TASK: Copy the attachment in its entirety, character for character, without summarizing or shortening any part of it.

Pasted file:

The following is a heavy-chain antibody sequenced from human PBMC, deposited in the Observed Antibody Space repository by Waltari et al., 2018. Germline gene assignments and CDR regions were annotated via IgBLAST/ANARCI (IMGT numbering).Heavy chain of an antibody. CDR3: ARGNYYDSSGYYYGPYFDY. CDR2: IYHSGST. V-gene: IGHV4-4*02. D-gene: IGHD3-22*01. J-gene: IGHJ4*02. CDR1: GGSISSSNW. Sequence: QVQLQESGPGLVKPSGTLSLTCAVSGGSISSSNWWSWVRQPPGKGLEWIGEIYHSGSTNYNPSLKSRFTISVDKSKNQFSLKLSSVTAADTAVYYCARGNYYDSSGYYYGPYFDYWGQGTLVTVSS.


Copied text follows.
The following is a heavy-chain antibody sequenced from human PBMC, deposited in the Observed Antibody Space repository by Waltari et al., 2018. Germline gene assignments and CDR regions were annotated via IgBLAST/ANARCI (IMGT numbering).Heavy chain of an antibody. CDR3: ARGNYYDSSGYYYGPYFDY. CDR2: IYHSGST. V-gene: IGHV4-4*02. D-gene: IGHD3-22*01. J-gene: IGHJ4*02. CDR1: GGSISSSNW. Sequence: QVQLQESGPGLVKPSGTLSLTCAVSGGSISSSNWWSWVRQPPGKGLEWIGEIYHSGSTNYNPSLKSRFTISVDKSKNQFSLKLSSVTAADTAVYYCARGNYYDSSGYYYGPYFDYWGQGTLVTVSS.